The first radar images were received from Venera 15 on October 16, and from Venera 16 on October 20, although orbital adjustments were made to each throughout their first month in orbit.

An onboard radio altimeter can measure the height of the area with an accuracy of up to 50 meters. (14) The radar has a 20-minute scanning period and views through three slits simultaneously, with an area about 150 kilometers wide viewed through each slit; (15) one slit faces directly ahead, and the others slightly to the left and right. (16) Each image displays an area of 1 million square kilometers. (17)

An infrared spectrometer-interferometer is also carried on each spacecraft for obtaining atmospheric temperature profiles. The instrument was developed by the East German Academy of Sciences. (18)

Images from Venera 15 showed the region of the north pole of Venus to be similar to Tibet and the Himalayas. Photographs published in Aviation Week and Space Technology showed large volcanic features, rolling terrain and band-link structures that could be canyons or ridges. (19) The Soviets plan to produce four maps of Venus based on the Venera 15 and 16 data.



49. Avduyevskiy, V. (Corresponding member. Academy of Sciences, U.S.S.R.), V. Ishevskiy (Doctor of Technical Sciences), M. Marov and V. Moroz (Doctors of Physics-Mathematical Sciences), Pravda, Feb.21, 1976, pp. 3-4.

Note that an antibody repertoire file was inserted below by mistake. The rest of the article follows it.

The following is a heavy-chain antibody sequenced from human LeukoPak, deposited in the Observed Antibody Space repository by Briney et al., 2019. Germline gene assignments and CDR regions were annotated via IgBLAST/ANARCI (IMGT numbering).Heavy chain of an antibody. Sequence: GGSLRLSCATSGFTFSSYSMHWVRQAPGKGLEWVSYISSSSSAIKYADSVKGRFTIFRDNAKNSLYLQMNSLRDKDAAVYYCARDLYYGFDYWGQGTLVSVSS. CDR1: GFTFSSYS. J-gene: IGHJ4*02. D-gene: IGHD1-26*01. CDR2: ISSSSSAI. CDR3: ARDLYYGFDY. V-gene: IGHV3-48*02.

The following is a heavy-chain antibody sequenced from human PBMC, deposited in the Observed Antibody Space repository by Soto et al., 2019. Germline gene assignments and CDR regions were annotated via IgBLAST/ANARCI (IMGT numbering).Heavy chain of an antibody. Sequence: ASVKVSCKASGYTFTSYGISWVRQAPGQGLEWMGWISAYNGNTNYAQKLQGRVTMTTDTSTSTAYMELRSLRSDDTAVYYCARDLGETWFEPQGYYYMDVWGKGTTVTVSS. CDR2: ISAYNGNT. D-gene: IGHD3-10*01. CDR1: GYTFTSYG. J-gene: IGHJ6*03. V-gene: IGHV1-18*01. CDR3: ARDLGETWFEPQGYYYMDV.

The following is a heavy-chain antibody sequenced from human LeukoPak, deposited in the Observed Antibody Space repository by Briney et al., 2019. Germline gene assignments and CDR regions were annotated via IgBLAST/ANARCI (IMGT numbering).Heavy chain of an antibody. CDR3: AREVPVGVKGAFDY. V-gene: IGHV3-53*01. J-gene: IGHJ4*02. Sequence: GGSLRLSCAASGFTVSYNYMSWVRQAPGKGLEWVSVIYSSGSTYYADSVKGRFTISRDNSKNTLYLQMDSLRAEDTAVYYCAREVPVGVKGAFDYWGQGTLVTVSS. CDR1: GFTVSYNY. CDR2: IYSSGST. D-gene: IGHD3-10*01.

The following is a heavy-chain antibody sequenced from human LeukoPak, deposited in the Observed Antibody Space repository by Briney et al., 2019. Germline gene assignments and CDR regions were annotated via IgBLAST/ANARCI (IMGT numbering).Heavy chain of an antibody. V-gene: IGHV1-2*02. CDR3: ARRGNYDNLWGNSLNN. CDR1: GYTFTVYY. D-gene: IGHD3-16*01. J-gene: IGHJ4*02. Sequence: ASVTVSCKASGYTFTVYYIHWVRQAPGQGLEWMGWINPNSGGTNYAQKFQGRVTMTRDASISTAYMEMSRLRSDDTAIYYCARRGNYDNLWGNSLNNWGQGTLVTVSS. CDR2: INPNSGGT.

50. Tass, 1700 GMT, Sept. 25, 1978.

51. Moscow World Service in English, 1630 GMT, Oct. 13, 1978.

52. Kosmicheskiye Issledovaniya, vol. 17, No. 5, September-October 1979. Pp. 820-829.

53. Kosmicheskiye Issledovaniya, vol. 17, No. 5, 1979. Pp. 780-792.

54. Tass in Russian, 1528 GMT, Dec. 21, 1978.

55. Tass in English, 1242 GMT, Nov. 4, 1978.

56. Tass in Russian, 1446 GMT, Dec. 25, 1978.

57. Moscow World Service in English, 0930 GMT, Dec. 21, 1978.

58. Kosmichesldye Issledovaniya, vol. 17, No. 5, 1979, pp. 743-747

59. Pis'ma v. Astronomicheskiy Zhurnal, vol. 5, No. 5, 1979, pp. 229-236.

60. Kosmicheskiye Issledovaniya, vol. 17, No. 5, 1979, pp. 714-726.

61. Pis'ma, op. cit., pp. 229-236

1. Tass, 0740 GMT, Mar. 2, 1982.

2. Aviation Week and Space Technology, Nov. 9, 1981, p. 23.

3. Kosmicheskiye Isseldovaniya, vol. 21, No. 3. May-June 1983, pp. 480-488.

4. Vienna, Volksstimme, July 19, 1983, p. 3.

5.There have been hints that the Venera 11 and 12 imaging systems would have sent back color photographs if they had worked.

6. Kosmicheskiye Issledovaniya, vol. 21, No. 3, May-June 1983, pp. 323-330.

7. Ibid., pp. 355-360.

8. Paiz, B.J. Summary of Venera 15/16. Pasadena, CA, Vista Laboratory, 1984, p. 4.

9. Ibid.

10. Sotsialisticheskaya industriya, Oct. 21, 1983, p. 3.

11. Moscow Domestic Television Service, 1800 GMT, Oct. 19, 1983.

12. Izvestiya, Oct. 21, 1983, p. 3.

13. Pravda, Nov. 17, 1983, p. 3. Another report in Pravda on Feb. 26, 1984, stated that it takes 12 hours to sift through the output of the two Veneras each day, with another 4 hours required for collating the radar data with the altimeter data.

14. Izvestiya, Oct. 21, 1983, p. 3.

15. Trud,0ct.20,1983,p.4.

16. Izvestiya, Oct. 21, 1983, p. 3.

17. Moscow Domestic Television Service, 1800 GMT, Oct. 19, 1983.

18. Izvestiya, Oct. 22, 1983, p. 3.

19. Soviet Venus Probe Reveals Volcanoes, Aviation Week and Space Technology, Nov. 28, 1983, p. 23.